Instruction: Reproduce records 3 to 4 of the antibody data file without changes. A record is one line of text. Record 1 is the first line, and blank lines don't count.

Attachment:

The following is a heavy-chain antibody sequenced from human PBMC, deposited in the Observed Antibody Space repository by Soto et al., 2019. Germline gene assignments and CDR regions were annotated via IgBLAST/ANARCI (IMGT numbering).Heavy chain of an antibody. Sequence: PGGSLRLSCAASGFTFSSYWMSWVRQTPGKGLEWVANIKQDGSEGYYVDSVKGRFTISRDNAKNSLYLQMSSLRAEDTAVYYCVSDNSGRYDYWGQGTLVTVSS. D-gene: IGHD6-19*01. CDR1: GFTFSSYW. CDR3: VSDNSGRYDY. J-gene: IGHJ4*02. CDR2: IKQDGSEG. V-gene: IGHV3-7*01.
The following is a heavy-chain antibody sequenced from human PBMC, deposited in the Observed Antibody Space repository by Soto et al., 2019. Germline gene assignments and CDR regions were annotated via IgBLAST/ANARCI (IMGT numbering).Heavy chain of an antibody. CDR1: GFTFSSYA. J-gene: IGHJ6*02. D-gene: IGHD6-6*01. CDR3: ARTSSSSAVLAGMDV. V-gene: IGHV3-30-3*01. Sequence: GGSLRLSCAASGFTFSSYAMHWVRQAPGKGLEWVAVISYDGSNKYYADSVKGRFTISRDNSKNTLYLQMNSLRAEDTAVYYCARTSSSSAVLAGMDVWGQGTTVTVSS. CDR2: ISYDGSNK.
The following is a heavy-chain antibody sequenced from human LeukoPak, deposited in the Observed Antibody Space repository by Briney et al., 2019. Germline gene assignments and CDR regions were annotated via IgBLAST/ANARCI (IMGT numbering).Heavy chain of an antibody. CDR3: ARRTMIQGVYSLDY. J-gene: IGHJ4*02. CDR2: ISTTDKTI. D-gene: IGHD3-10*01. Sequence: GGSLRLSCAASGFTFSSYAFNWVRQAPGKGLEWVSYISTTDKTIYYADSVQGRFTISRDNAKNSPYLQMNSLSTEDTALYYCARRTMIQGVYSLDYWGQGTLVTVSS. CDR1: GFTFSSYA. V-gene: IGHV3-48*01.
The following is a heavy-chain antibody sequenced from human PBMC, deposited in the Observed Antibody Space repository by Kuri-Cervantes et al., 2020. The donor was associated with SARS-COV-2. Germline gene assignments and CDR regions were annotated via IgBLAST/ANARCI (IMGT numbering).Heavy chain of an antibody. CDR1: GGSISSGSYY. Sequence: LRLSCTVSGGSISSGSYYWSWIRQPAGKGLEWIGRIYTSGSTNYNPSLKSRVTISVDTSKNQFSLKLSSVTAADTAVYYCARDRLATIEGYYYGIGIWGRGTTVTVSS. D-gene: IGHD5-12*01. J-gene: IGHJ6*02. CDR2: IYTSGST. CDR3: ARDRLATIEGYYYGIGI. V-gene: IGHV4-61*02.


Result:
The following is a heavy-chain antibody sequenced from human LeukoPak, deposited in the Observed Antibody Space repository by Briney et al., 2019. Germline gene assignments and CDR regions were annotated via IgBLAST/ANARCI (IMGT numbering).Heavy chain of an antibody. CDR3: ARRTMIQGVYSLDY. J-gene: IGHJ4*02. CDR2: ISTTDKTI. D-gene: IGHD3-10*01. Sequence: GGSLRLSCAASGFTFSSYAFNWVRQAPGKGLEWVSYISTTDKTIYYADSVQGRFTISRDNAKNSPYLQMNSLSTEDTALYYCARRTMIQGVYSLDYWGQGTLVTVSS. CDR1: GFTFSSYA. V-gene: IGHV3-48*01.
The following is a heavy-chain antibody sequenced from human PBMC, deposited in the Observed Antibody Space repository by Kuri-Cervantes et al., 2020. The donor was associated with SARS-COV-2. Germline gene assignments and CDR regions were annotated via IgBLAST/ANARCI (IMGT numbering).Heavy chain of an antibody. CDR1: GGSISSGSYY. Sequence: LRLSCTVSGGSISSGSYYWSWIRQPAGKGLEWIGRIYTSGSTNYNPSLKSRVTISVDTSKNQFSLKLSSVTAADTAVYYCARDRLATIEGYYYGIGIWGRGTTVTVSS. D-gene: IGHD5-12*01. J-gene: IGHJ6*02. CDR2: IYTSGST. CDR3: ARDRLATIEGYYYGIGI. V-gene: IGHV4-61*02.